Write a critical appreciation of William Butler Yeats' "Adam's Curse."
"Adam's Curse" by William Butler Yeats, waxes philosophical regarding what they perceive as Adam's curse, which is "work." (A great deal of detail is to be found in eNotes' "Masterpiece II Series.")
Yeats recalls being with two women: one is dear to him (actually "Maud Gonne, a free-spirited Irish patriot and sometime actress"); the other is called his sweetheart's friend in the poem, but it is actually her sister. This particular day takes place toward the end of the summer, and conversation turns to the kinds of work there are in life. The three of them compare their "work" (poetry) to that of the common man:
Better go down upon your marrow-bones
And scrub a kitchen pavement, or break stones
Like an old pauper, in all kinds of weather;
Yeats' sense is that the common laborer is perceived by the masses to do more "real" work that thinkers and poets. He implies that the work of poets appears effortless, and therefore, is not taken so seriously.
For to articulate sweet sounds together
Is to work harder than all these, and yet
Be thought an idler by the noisy set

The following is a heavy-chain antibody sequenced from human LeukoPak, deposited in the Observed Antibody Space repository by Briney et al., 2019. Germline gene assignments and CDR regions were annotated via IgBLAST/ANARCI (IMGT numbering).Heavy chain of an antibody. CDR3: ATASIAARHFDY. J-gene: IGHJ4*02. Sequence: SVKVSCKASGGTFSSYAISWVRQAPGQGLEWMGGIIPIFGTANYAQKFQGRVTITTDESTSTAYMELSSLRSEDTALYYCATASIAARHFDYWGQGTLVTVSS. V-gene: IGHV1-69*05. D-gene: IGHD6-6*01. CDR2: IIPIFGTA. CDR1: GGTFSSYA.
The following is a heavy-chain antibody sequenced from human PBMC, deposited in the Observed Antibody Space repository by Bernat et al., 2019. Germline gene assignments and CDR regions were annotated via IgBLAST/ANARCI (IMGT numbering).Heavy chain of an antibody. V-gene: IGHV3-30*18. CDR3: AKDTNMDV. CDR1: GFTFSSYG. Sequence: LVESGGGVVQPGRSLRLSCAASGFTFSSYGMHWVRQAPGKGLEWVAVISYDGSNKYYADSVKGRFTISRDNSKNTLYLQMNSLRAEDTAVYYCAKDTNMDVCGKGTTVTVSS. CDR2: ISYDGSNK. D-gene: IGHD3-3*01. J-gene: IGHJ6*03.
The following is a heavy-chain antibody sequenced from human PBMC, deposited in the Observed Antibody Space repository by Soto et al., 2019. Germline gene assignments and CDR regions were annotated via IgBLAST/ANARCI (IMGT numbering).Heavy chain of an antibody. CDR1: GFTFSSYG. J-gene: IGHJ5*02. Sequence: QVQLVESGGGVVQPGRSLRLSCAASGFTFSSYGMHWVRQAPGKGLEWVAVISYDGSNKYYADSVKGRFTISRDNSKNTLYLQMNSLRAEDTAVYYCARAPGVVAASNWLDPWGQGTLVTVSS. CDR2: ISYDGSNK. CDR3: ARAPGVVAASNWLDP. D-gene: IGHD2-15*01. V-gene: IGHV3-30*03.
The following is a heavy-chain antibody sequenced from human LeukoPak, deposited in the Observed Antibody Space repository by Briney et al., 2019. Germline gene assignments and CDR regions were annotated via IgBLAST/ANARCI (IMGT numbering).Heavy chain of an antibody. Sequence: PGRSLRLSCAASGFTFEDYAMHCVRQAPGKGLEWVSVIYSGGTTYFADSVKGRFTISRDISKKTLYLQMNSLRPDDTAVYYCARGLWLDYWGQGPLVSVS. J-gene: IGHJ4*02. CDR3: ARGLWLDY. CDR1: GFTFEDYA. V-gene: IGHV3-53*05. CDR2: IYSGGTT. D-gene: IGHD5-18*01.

Of bankers, schoolmasters, and clergymen
The martyrs call the world.'
Yeats' sweetheart's friend (sister) responds that the fairer sex (women) have even harder work:
'To be born woman is to know --
Although they do not talk of it at school --
That we must labour to be beautiful.'
Yeats theorizes that since Adam's fall, everything necessitates work, even love. "Once upon a time," love was a chivalrous act that required a great deal of time and effort, but he feels that love is now perceived as idle, just like poetry.
There have been lovers who thought love should be
So much compounded of high courtesy
That they would sigh and quote with learned looks
precedents out of beautiful old books;
Yet now it seems an idle trade enough.'
Talk of love, Yeats recalls in the poem, brings a silence among them, and they watch the closing of the day, as the sun goes down, and the moon and stars appear.
Finally Yeats speaks of his sweetheart's beauty. He admits that he has tried to love her, not idly, but in the old-fashioned, chivalrous way. However, he must admit that loving each other has exhausted them both, making them both weary of it, just as the moon is weary.
I had a thought for no one's but your ears:
That you were beautiful, and that I strove
To love you in the old high way of love;
That it had all seemed happy, and yet we'd grown
As weary-hearted as that hollow moon.